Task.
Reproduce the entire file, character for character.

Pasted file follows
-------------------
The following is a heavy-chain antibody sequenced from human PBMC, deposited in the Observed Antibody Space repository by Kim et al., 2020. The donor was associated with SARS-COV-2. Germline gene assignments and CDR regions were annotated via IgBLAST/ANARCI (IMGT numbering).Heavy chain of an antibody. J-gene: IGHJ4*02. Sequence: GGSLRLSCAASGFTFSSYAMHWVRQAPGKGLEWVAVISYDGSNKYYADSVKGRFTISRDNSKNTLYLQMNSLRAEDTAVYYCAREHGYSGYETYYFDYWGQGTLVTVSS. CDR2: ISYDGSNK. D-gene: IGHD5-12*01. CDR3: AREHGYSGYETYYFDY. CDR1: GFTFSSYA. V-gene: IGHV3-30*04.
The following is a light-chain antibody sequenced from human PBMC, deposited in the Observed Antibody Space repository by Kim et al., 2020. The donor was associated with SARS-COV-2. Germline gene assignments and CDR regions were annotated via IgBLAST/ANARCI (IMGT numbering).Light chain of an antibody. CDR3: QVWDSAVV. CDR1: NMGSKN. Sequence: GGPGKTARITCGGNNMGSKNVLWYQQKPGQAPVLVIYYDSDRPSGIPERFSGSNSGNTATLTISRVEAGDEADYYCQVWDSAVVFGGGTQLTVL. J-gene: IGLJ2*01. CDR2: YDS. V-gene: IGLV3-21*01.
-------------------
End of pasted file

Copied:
The following is a heavy-chain antibody sequenced from human PBMC, deposited in the Observed Antibody Space repository by Kim et al., 2020. The donor was associated with SARS-COV-2. Germline gene assignments and CDR regions were annotated via IgBLAST/ANARCI (IMGT numbering).Heavy chain of an antibody. J-gene: IGHJ4*02. Sequence: GGSLRLSCAASGFTFSSYAMHWVRQAPGKGLEWVAVISYDGSNKYYADSVKGRFTISRDNSKNTLYLQMNSLRAEDTAVYYCAREHGYSGYETYYFDYWGQGTLVTVSS. CDR2: ISYDGSNK. D-gene: IGHD5-12*01. CDR3: AREHGYSGYETYYFDY. CDR1: GFTFSSYA. V-gene: IGHV3-30*04.
The following is a light-chain antibody sequenced from human PBMC, deposited in the Observed Antibody Space repository by Kim et al., 2020. The donor was associated with SARS-COV-2. Germline gene assignments and CDR regions were annotated via IgBLAST/ANARCI (IMGT numbering).Light chain of an antibody. CDR3: QVWDSAVV. CDR1: NMGSKN. Sequence: GGPGKTARITCGGNNMGSKNVLWYQQKPGQAPVLVIYYDSDRPSGIPERFSGSNSGNTATLTISRVEAGDEADYYCQVWDSAVVFGGGTQLTVL. J-gene: IGLJ2*01. CDR2: YDS. V-gene: IGLV3-21*01.